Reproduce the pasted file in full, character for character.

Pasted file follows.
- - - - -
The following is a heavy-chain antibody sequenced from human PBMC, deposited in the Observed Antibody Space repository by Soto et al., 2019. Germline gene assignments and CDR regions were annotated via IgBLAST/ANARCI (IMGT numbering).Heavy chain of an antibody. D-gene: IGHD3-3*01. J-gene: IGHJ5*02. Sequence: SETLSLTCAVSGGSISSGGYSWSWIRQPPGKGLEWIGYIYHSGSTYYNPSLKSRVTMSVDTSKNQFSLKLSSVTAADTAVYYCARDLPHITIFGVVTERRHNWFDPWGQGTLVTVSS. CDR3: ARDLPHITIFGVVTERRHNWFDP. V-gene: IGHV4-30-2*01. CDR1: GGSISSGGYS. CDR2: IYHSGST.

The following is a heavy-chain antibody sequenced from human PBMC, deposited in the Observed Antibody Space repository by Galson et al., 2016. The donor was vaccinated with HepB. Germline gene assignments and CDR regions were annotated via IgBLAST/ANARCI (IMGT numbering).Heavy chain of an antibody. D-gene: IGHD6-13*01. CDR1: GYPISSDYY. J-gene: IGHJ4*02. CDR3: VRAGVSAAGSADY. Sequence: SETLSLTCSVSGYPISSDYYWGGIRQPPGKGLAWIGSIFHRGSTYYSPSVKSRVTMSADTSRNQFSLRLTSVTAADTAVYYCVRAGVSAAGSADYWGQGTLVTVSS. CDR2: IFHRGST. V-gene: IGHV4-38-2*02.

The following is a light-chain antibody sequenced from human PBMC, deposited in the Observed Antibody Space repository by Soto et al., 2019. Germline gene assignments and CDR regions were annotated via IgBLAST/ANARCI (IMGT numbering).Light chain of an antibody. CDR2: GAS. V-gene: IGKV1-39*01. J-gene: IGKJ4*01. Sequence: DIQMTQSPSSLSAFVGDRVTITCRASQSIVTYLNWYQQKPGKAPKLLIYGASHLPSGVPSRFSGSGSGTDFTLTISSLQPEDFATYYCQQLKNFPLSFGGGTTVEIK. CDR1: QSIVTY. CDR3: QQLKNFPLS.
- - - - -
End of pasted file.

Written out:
The following is a heavy-chain antibody sequenced from human PBMC, deposited in the Observed Antibody Space repository by Soto et al., 2019. Germline gene assignments and CDR regions were annotated via IgBLAST/ANARCI (IMGT numbering).Heavy chain of an antibody. D-gene: IGHD3-3*01. J-gene: IGHJ5*02. Sequence: SETLSLTCAVSGGSISSGGYSWSWIRQPPGKGLEWIGYIYHSGSTYYNPSLKSRVTMSVDTSKNQFSLKLSSVTAADTAVYYCARDLPHITIFGVVTERRHNWFDPWGQGTLVTVSS. CDR3: ARDLPHITIFGVVTERRHNWFDP. V-gene: IGHV4-30-2*01. CDR1: GGSISSGGYS. CDR2: IYHSGST.

The following is a heavy-chain antibody sequenced from human PBMC, deposited in the Observed Antibody Space repository by Galson et al., 2016. The donor was vaccinated with HepB. Germline gene assignments and CDR regions were annotated via IgBLAST/ANARCI (IMGT numbering).Heavy chain of an antibody. D-gene: IGHD6-13*01. CDR1: GYPISSDYY. J-gene: IGHJ4*02. CDR3: VRAGVSAAGSADY. Sequence: SETLSLTCSVSGYPISSDYYWGGIRQPPGKGLAWIGSIFHRGSTYYSPSVKSRVTMSADTSRNQFSLRLTSVTAADTAVYYCVRAGVSAAGSADYWGQGTLVTVSS. CDR2: IFHRGST. V-gene: IGHV4-38-2*02.

The following is a light-chain antibody sequenced from human PBMC, deposited in the Observed Antibody Space repository by Soto et al., 2019. Germline gene assignments and CDR regions were annotated via IgBLAST/ANARCI (IMGT numbering).Light chain of an antibody. CDR2: GAS. V-gene: IGKV1-39*01. J-gene: IGKJ4*01. Sequence: DIQMTQSPSSLSAFVGDRVTITCRASQSIVTYLNWYQQKPGKAPKLLIYGASHLPSGVPSRFSGSGSGTDFTLTISSLQPEDFATYYCQQLKNFPLSFGGGTTVEIK. CDR1: QSIVTY. CDR3: QQLKNFPLS.